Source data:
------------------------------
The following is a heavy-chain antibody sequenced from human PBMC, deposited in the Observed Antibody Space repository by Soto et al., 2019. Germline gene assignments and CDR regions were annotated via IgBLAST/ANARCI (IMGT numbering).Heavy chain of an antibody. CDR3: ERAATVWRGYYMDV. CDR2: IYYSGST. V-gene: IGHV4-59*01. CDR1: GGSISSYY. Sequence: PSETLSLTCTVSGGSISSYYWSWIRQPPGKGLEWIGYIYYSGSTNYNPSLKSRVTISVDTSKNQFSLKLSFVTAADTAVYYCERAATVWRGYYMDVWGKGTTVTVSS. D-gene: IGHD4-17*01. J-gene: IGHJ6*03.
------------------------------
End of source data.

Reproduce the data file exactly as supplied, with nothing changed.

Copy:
The following is a heavy-chain antibody sequenced from human PBMC, deposited in the Observed Antibody Space repository by Soto et al., 2019. Germline gene assignments and CDR regions were annotated via IgBLAST/ANARCI (IMGT numbering).Heavy chain of an antibody. CDR3: ERAATVWRGYYMDV. CDR2: IYYSGST. V-gene: IGHV4-59*01. CDR1: GGSISSYY. Sequence: PSETLSLTCTVSGGSISSYYWSWIRQPPGKGLEWIGYIYYSGSTNYNPSLKSRVTISVDTSKNQFSLKLSFVTAADTAVYYCERAATVWRGYYMDVWGKGTTVTVSS. D-gene: IGHD4-17*01. J-gene: IGHJ6*03.